I don't have a switch in this setup. I double check all connections. The fact is, Wireshark sees damaged packets. When i issue 100 packets, the sum of q'ty of received and dropped packets, is always 100... I know that is uncommon, and damaged packet should be dropped in many places before it arrives to Wireshark, but the fact is it don't. So the more precise question may be, which event in system lead to displaying dropped packets in Wireshark, except they are explicitly dropped by Wireshark (due to system overload or other rule). Because this can give a (tiny) chance to see damaged packets. But if 'dropped' means just calculation of kernel/driver events like 'dropped by NIC due to RX buffer overflow or any other receive error', there is no chance to dump, i think. But still may be a chance to display such events with timestamp in capture list. Thank you!

(25 May '13, 02:54) jpka

No switch? How is the connection done, Crossover cabling or by hub? I have never seen Wireshark list dropped packets because they've been damaged. Maybe you're microbursting your receiving NIC with extreme high amounts of packets that your capturing PC cannot deal with?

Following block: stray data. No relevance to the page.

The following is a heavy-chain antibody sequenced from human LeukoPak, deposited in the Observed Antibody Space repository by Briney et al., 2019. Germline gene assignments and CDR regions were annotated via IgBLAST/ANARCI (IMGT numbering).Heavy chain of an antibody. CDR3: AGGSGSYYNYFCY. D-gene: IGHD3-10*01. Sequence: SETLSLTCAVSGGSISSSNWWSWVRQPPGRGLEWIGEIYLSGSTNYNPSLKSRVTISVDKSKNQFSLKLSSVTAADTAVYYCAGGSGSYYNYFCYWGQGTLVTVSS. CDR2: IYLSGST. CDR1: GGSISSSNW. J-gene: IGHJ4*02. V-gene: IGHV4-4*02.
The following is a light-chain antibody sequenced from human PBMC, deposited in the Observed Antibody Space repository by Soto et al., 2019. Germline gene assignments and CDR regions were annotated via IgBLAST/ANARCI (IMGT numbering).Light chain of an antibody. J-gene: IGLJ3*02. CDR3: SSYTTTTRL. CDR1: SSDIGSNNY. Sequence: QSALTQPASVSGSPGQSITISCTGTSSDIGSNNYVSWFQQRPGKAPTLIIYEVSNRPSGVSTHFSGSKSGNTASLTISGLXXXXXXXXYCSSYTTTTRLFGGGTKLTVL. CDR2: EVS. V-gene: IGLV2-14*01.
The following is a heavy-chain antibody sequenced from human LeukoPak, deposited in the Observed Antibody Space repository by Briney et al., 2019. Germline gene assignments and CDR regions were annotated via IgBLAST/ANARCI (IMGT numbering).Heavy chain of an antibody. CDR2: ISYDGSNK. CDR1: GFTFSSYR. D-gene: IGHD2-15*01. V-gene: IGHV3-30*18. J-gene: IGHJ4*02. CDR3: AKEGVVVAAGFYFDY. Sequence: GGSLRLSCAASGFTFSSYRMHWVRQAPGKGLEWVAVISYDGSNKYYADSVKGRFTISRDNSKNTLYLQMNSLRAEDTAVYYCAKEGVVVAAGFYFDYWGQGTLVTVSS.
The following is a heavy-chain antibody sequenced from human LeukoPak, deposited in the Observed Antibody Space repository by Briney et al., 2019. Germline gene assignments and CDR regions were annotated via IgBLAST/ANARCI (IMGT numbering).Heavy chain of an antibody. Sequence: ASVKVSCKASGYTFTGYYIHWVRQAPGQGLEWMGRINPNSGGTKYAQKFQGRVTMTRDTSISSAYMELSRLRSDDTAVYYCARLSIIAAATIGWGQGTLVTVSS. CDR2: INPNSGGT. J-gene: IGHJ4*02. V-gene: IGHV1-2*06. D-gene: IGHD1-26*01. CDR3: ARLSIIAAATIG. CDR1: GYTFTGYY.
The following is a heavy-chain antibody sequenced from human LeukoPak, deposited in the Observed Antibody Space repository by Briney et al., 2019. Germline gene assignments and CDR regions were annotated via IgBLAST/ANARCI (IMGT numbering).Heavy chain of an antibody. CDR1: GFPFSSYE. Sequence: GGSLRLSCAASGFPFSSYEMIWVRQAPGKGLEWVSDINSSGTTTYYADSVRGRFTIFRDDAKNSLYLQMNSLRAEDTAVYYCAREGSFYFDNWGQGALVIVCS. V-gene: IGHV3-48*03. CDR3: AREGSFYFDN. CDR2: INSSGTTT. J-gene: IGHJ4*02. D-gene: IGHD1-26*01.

(25 May '13, 10:24) Jasper ♦♦

I have two PCs and my bridge between them, no hubs or switches. The amounts of data much less than 16 kilobytes. Anyway, no errors if direct connection (without my device) so it is not NIC overload. Dropped packets shown only after i stop capture, they do not shown when capture is active. I repeat it again and again, and overall q'ty of received and dropped packets equal to issued one. I also found other topics about dropped packets here; but no one explain what exactly this value mean...

(28 May '13, 00:05) jpka

It sometimes show massive packet loss. I need to debug it and search a way to analyze all incoming traffic include damaged packets.

I suggest to use a small managed switch (Cisco, HP, or similar) to connect your FPGA to the network. Whenever you see lost packets in your application, you can read the interfaces counters of the switch to check if there is a mismatch of what you expected to get (number of packets) and if the switch reports any dropped packets.

There is no (simple) way to do the same with commodity hardware, as already mentioned by Japser in his blog.